Criminal charges against an psychiatrist who shot several cattle in eastern Oregon shouldn’t be dropped simply because he paid the owners, according to the prosecutor trying the case.
Joel Rice, 56, is charged with five counts of first-degree aggravated animal abuse, two counts of first-degree animal abuse and seven counts of criminal mischief.
Rice has admitted to shooting seven cows that had wandered onto his property near La Grande, Ore., but recently filed a motion to dismiss the case because he paid $47,500 to the livestock owners. All but one cow died.
Mona Williams, special deputy district attorney for Union County, Ore., has laid out her arguments against the dismissal in a court document filed Nov. 6.
“The criminal laws are designed to address the need for punishment and deterrence as well as restitution,” she said. “The state concedes that the issue of restitution has been resolved. However, the criminal case should proceed so that Dr. Rice can be held accountable for his actions and the general public gets the message that cruelty to animals is not acceptable.”
Several laws enacted by the Oregon legislature, as well as legal precedents, indicate that animals should be treated as “unique victims” of abuse, “rather than as inanimate property,” Williams said.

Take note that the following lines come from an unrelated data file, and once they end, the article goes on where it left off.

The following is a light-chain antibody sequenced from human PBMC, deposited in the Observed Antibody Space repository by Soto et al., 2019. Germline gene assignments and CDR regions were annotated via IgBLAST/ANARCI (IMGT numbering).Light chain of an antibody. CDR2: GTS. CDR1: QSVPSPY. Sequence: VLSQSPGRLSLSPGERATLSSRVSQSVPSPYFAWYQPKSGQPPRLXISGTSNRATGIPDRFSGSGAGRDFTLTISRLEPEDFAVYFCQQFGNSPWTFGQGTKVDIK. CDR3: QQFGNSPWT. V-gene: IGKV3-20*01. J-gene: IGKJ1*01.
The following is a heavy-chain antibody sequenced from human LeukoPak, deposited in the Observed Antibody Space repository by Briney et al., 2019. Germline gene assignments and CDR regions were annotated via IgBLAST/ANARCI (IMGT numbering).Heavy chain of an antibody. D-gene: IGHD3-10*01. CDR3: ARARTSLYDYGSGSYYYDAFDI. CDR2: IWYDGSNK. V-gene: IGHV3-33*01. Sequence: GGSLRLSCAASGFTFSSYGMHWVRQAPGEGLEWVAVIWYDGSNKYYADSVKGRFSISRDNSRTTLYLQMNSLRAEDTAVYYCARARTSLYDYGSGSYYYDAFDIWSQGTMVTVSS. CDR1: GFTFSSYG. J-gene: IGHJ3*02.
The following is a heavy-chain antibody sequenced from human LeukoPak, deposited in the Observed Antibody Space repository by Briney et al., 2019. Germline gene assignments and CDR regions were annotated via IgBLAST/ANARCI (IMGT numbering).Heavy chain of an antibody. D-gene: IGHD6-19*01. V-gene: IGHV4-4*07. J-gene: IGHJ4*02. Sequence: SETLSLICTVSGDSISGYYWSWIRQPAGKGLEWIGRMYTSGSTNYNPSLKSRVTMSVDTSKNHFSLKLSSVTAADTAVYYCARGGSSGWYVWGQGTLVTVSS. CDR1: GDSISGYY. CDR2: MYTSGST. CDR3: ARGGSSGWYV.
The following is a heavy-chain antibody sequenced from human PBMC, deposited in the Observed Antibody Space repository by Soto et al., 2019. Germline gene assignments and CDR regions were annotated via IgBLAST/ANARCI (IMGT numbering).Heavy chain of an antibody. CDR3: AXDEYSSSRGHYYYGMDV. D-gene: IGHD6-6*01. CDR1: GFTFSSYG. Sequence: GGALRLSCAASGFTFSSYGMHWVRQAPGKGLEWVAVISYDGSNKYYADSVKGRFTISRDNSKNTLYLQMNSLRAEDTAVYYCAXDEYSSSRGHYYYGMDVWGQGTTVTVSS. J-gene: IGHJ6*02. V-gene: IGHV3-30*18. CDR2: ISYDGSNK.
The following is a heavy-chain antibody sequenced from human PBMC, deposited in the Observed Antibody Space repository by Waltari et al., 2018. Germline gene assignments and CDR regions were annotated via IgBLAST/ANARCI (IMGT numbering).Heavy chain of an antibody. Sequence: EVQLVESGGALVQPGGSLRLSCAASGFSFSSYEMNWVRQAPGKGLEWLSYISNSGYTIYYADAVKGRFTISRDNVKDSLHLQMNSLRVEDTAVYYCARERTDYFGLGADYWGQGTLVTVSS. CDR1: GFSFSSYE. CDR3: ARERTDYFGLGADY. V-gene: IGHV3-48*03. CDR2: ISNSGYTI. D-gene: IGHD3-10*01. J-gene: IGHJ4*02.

If criminal charges are dropped due to financial compensation, then there “will never be a set of circumstances where the owner of an animal will be convicted of animal abuse or neglect,” she said.
The prosecutor also said the dead cows were shot in the ribs or stomach and died in a “painful and stressful manner.”
None of the dead cows were found in Rice’s driveway — where he claims to have shot them — nor were any spent bullet casings found at that location, she said.
Capital Press was unable to reach the attorney for Joel Rice for comment as of press time.
The document that Williams filed noted that Rice never reported trespassing cattle to sheriff’s deputies or the Oregon State Brand Inspector, even though he was provided with information about his rights when his property was annexed into a livestock district in 2002.
In livestock districts, livestock owners must fence their cattle in to prevent trespass. In open range areas, it is up to the property owner to fence livestock out.
Rice shot the cows on Aug. 12 but made “no disclosure to the owners” until after the carcasses were found, she said. He admitted to shooting the cows when confronted by a sheriff’s deputy who had come to serve a warrant at his property on Aug. 29.
When contacted by Capital Press, Williams said these factual elements are significant but she would refrain from comment until oral arguments on the motion to dismiss. The hearing has not yet been scheduled.